Both Jeremy Northam who plays Ash, and Jennifer Ehle who plays Christabel experienced working in period films, so they were a great benefit; not just as great actors, but as people who had experience working on a film of that kind, where I had never worked in a period film before.
This was a fantastic house that we shot in with these initial scenes of Ash meeting Christabel. It’s funny when I watch these- when you look at how much you pair away as you edit- this was a much longer scene in which Ash and Christabel kind of verbally spar, but, um, in that quest to make things ever tighter, and faster, and smarter, and more fluently told as a story, you often pair things back. That was really the introduction of Jennifer Ehle into the story, and she’s such an amazing actress; she’s, ah, beyond the obvious magnetic qualities she has as an actress, she’s so bright, and makes such interesting choices; uh, she really was the only choice I put forth as Christabel, she was the one I was most hopeful of getting in the role. And Jeremy Northam, too, made such an excellent Ash, I just felt like they, not just because they had been in period films, but they just conveyed the weight of the times for the Victorian era, and I believed them as writers and as people who were challenged by their lives and the choices they made.
(About Blanche and Christabel playing the piano) This was a scene that the girls were quite frightened of, because they had to pretend to play the piano and that often strikes fear more than anything else in the heart of actors, when they have to pretend they know how to play an instrument, so mercifully it’s short- we didn’t shoot anything much longer than that, but, ah, even that caused them great concern in how they were going to look real.
(About the tipping over the table scene) Now, this was one of my favourite scenes between Blanche and Christabel, just because of the kind of coiled fury that you can see. And Jennifer Ehle has such great passion, and, ah, you can see in her eyes, she acts with her eyes often- they’re so expressive- they way in which she studies her and the pain she feels, and the anger at her lover at this moment and this kind of explosive- (JE tips over the table) - that sort of just came out of something that Jennifer wanted to do there, that came out of the moment of rehearsal of ‘I wanna tip this over’ until we accommodated it all it was something a little different on the page, but um, she just wanted to show that um, people 150 years ago weren’t averse to turning over tables, or, because it was a very strict, sort of décor of society, it didn’t mean that people didn’t have outbursts of passion or anger, and so, um, that was an exciting choice I think she made.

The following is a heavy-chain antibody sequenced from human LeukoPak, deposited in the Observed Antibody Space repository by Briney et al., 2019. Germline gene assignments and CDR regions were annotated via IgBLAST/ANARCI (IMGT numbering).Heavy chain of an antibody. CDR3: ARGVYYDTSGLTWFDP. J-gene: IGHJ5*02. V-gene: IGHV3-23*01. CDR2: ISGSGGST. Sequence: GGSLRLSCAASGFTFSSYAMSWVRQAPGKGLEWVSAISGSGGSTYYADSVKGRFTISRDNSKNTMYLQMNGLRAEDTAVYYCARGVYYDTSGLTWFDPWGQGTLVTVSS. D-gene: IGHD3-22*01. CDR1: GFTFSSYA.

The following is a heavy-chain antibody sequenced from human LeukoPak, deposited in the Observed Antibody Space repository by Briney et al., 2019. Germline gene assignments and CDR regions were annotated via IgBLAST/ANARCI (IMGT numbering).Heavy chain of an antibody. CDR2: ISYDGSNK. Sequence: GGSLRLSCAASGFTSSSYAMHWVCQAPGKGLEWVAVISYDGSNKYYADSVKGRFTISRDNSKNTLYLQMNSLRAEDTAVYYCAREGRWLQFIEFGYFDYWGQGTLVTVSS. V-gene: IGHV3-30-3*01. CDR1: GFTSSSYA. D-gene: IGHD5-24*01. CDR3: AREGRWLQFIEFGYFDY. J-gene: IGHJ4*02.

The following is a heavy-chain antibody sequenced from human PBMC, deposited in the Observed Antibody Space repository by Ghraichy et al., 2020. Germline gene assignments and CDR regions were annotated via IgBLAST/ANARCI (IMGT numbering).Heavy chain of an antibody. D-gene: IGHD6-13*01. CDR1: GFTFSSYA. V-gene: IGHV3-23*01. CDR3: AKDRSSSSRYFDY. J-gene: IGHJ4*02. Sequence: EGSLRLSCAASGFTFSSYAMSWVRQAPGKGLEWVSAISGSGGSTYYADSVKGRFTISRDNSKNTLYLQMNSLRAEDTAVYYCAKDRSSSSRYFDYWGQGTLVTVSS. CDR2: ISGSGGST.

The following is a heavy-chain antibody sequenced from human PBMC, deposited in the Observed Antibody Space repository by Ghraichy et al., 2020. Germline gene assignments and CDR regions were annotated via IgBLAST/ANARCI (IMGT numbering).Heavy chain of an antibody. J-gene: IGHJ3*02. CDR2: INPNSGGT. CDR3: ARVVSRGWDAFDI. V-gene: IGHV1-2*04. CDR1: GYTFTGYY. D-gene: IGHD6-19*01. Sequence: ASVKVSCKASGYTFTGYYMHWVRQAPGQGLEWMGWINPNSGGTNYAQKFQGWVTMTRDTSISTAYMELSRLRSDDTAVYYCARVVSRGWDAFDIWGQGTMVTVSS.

(Scene on the train) I love the simplicity with which these two actors played this scene. This was actually shot on a set and you’d never know it, but ah- they just are so wonderful with saying so little. They etched indelible portraits of these poets in a very short period of time.
(At the waterfall) This was a lovely transition from one actress to the other. Two actresses, who I came to find, knew each other because they both had actors for parents- for mothers certainly… (later) but it was interesting to find out that Jennifer and Gwyneth had known each other at a younger age due to their mothers.
(Train platform scene) This is a beautiful tear that comes from Jennifer Ehle here, and it’s just a hard tear that falls from her eyes. I think she’s one of the best ‘cryers’ that we have in movies, ah, she’s one of the best we have of everything in movies- she’s really exceptional.
(In France) I loved the way that Christabel looked in that particular scene as well- she’s amazing in a wordless scene, how she can convey so much.
(The part where she’s mean to cousin Sabine) This is one of my favourite scenes, I love the way Jennifer looked, ah, with the red hair, and green dress, and all the green around her, and just the determination on her face- I thought it was quite lovely.
(At the séance) The exchange here between Ash and Christabel, I though was particularly vibrant- and the way that Jennifer looks when she’s staring across the table at ash, and the fury that Ash responds with here in a moment, I thought was really exciting, and again one of those moments that made it feel very modern…